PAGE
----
As mobile devices become ubiquitous in society, the bad actors have turned from PCs and laptops to mobile endpoints and cellular networks to escalate their attacks against businesses and individuals.
If 2019 has shown us some of the ways in which hackers are using mobile devices as attack vectors, 2020 could be the year they succeed in their nefarious objectives.
Cyber Threats to Mobile Devices:
Here are 6 ways mobile devices could be used against us this year:
A few years ago, it would have been unthinkable that employees of big companies would be allowed to log in to the corporate network via mobile device. In 2020, due to the boom in remote working and advances in cloud-based enterprise platforms, it is almost expected.
Where a robust bring your own device (BYOD) policy is in place, this may not be a problem. However, many businesses allow unregulated employee activity via mobile devices. This can lead to an invisible ‘shadow IT’ network putting the company’s assets at risk.
PennComp, a provider of high quality IT support in Houston, includes standardizing policies and procedures as part of its IT Infrastructure Maintenance and Monitoring service.
5G technology promises broadband-type speeds of internet access via your cellphone but who is responsible for keeping that data secure? That question has caused a rift between the United States and UK with the latter choosing to involve Chinese tech company Huawei in the development of their new 5G network. The US government are concerned that the links between Huawei and the Chinese government could lead to an attempt to use the UK’s 5G network to spy on the west.
Imagine if details of every call you made on your cellphone, every text you sent and every contact you saved were in the hands of a rogue state. This nightmare scenario could happen if cellphone carriers had their call detail records (CDRs) stolen by hackers. This is not a hypothetical risk. In 2019, cybercrime experts Cybereason Nocturnus exposed an advanced persistent worldwide assault on major carriers known as Operation Soft Cell. Again, the attack appears to originate from China.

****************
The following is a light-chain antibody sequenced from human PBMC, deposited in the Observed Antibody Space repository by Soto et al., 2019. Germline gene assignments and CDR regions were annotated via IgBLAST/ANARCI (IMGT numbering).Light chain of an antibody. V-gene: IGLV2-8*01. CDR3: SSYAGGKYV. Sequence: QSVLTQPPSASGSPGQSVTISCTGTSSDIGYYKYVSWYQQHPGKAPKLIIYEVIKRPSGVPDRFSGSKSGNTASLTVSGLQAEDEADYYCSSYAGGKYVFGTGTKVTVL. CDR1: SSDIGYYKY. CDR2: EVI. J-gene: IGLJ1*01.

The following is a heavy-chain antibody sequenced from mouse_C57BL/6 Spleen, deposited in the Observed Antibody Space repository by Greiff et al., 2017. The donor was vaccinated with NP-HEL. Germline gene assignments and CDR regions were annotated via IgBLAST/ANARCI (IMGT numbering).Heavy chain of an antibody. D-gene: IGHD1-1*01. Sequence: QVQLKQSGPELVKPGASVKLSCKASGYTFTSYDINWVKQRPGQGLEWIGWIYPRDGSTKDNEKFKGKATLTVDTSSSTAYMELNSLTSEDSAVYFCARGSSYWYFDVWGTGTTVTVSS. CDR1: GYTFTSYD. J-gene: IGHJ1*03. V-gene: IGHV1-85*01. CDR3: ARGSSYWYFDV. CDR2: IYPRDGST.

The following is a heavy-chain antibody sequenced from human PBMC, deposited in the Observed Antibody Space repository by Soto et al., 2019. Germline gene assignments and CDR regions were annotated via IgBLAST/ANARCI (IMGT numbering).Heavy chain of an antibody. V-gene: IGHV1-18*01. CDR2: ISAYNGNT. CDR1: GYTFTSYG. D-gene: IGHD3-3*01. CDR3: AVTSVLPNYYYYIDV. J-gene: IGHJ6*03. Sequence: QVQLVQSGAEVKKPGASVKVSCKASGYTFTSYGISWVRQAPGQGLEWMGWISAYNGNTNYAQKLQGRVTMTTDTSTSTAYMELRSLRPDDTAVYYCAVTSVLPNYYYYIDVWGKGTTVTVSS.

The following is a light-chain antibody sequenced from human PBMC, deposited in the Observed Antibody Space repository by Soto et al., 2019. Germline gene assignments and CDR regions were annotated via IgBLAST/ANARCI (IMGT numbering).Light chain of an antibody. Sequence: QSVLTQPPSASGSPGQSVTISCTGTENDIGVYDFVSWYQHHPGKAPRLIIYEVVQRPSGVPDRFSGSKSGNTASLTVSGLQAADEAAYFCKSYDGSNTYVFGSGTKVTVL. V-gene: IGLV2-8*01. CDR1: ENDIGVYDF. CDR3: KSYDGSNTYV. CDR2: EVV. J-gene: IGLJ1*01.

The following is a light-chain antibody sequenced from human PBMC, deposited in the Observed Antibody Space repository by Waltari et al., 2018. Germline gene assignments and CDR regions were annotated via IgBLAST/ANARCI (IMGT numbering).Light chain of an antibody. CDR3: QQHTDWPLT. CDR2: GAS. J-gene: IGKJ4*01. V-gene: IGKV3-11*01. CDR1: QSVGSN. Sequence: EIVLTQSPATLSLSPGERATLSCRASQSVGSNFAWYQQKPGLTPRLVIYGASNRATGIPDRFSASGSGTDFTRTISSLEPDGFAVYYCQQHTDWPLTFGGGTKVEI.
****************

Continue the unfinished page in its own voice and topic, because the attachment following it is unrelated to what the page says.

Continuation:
The logic behind two-factor authentication (2FA) seems sound enough. You can only log into an account if you can provide proof of something you know (e.g. a password) and something you have in your possession (e.g. a code sent to your cellphone by SMS text).
The flaw in this system is that codes sent from a website to a cellphone are not actually sent to the device at all but to that device’s identity – tied to its Subscriber Identity Module (SIM). If a hacker can successfully pose as their intended victim, they can instruct their mobile carrier to port their SIM card to a new device – one they own. This form of cybercrime is known as a SIM port attack.
According to Statista, there were 2,900,000 mobile apps on the Google Play store in December 2019 with a steady 100,000 added every quarter. The sheer volume of apps combined with increasingly sophisticated hackers has raised the threat level in terms of hidden malware. Downloading corrupted apps can lead to everything from data theft to having your device linked in to a massive global botnet which then brings down a major company (or even a city!)
Petty thieves and muggers in 2020 will no longer steal smartphones to sell on online auction sites. They now realize that global cybercrime networks will pay them a lot more in order to get access to sensitive data. Every stolen device becomes a potential backdoor into a corporate or public network.
For businesses concerned about their mobile security, getting professional advice is critical. If you are based in Houston, IT consulting services are readily available through PennComp.